Image: Computer visualisation of Centre for Cancer Drug Discovery building
The Institute of Cancer Research has secured a £30 million grant from the Higher Education Funding Council for England (HEFCE) towards the costs of building a new, state-of-the-art drug discovery facility.
The award was made as part of the UK Research Partnership Investment Fund scheme (UKRPIF), led by HEFCE, which provides investment for a range of innovative and exciting projects at universities across the UK.
The grant is a major step forward for our plans to build the £70 million Centre for Cancer Drug Discovery.
Once constructed, the centre will form a key part of The London Cancer Hub, a new global hub for cancer research and treatment.
The centre will offer more than 7,000 square metres of multidisciplinary research space, housing cancer biologists, medicinal chemists, pharmacologists, clinicians, data scientists and evolutionary scientists.
It will be built on the ICR's site in Sutton, London, and will enable us to increase our capacity, introduce new scientific approaches, attract more world-class scientists and train the researchers of the future.
World-leading cancer centre
The new centre will also bring together our award-wining drug discovery scientists in our Cancer Therapeutics Unit with our pioneering Centre for Evolution and Cancer.
This closer interaction will enable us to build on our unrivalled track record in creating innovative cancer medicines, and to accelerate the discovery of treatments that tackle cancer's ability to evolve to become resistant to treatment.
Professor Paul Workman, Chief Executive of the ICR, said:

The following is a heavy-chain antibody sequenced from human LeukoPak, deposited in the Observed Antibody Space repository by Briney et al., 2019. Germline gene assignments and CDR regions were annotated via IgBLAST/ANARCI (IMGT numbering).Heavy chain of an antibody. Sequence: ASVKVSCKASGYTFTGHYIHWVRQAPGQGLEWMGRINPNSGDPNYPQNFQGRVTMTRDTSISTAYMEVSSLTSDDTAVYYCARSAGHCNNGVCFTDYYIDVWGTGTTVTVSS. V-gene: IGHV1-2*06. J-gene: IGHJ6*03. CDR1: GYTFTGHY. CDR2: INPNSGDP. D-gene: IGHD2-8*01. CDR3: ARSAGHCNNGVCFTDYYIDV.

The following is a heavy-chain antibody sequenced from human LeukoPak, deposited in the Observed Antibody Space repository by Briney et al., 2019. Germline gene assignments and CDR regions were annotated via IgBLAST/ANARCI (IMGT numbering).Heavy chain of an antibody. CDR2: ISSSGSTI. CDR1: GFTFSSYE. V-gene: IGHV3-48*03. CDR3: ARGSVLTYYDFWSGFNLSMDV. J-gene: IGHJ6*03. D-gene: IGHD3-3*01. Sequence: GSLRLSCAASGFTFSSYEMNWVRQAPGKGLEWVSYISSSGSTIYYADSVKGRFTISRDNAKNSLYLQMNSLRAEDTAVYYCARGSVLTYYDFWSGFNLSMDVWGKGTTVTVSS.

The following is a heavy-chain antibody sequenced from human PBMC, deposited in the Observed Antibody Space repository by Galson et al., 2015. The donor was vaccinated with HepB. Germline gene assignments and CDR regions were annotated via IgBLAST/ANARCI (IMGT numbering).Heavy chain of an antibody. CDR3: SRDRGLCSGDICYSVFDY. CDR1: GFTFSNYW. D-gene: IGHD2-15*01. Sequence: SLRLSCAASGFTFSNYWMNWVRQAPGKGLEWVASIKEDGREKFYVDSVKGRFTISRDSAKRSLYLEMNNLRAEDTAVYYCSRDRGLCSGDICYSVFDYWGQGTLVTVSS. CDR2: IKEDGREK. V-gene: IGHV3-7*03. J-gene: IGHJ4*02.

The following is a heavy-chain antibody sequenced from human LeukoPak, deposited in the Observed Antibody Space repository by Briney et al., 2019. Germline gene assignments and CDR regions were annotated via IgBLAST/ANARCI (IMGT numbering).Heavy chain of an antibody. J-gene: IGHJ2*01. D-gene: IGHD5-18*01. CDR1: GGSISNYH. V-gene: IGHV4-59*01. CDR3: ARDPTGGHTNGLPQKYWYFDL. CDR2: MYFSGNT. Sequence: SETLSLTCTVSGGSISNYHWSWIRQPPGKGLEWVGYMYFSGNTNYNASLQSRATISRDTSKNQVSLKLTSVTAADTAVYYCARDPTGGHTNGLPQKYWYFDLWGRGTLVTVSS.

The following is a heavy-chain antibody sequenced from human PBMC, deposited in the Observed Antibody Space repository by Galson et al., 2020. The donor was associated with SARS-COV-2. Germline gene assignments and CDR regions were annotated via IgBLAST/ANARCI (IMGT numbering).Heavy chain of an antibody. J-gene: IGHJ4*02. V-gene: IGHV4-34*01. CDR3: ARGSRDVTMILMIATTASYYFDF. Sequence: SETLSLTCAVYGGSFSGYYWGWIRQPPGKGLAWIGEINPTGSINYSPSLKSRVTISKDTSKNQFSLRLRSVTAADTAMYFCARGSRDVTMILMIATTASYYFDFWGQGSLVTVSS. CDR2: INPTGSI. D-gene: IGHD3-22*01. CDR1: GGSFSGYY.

"We're delighted and extremely grateful to have received a £30 million funding award from HEFCE towards creation of a new Centre for Cancer Drug Discovery.
"Getting this award is a major step forward for our ambitious plans to discover a new generation of innovative cancer treatments that tackle the major clinical challenges of cancer evolution and drug resistance.
"With the new investment, and the generous support of our donors and partners, we aspire to create a truly world-leading, £70 million new centre that can deliver major benefits for cancer patients."
Discovering new drugs to defeat cancer
Luke Johnson, Chairman of the ICR said:
"This is a defining moment in the ICR’s 108-year history. Thanks to this £30 million grant, we shall shortly embark on the construction of a world-beating new facility in Sutton. It will house more than 275 multidisciplinary scientists discovering new drugs to defeat cancer.
"We're tremendously grateful to HEFCE and also to the other parties that are critical to the success of this project, including all our partners, funders and our network of donors, who continue to make such valuable contributions."
Universities and Science Minister Jo Johnson said:
"The UK's world-renowned leadership in science, research and innovation is helping to solve a range of national and global challenges, and the breadth of the projects funded today means this will continue.
"Through our Industrial Strategy and £4.7 billion investment for research and development, we're ensuring we capitalise on the great work taking place in universities across the UK and remain at the forefront of innovation."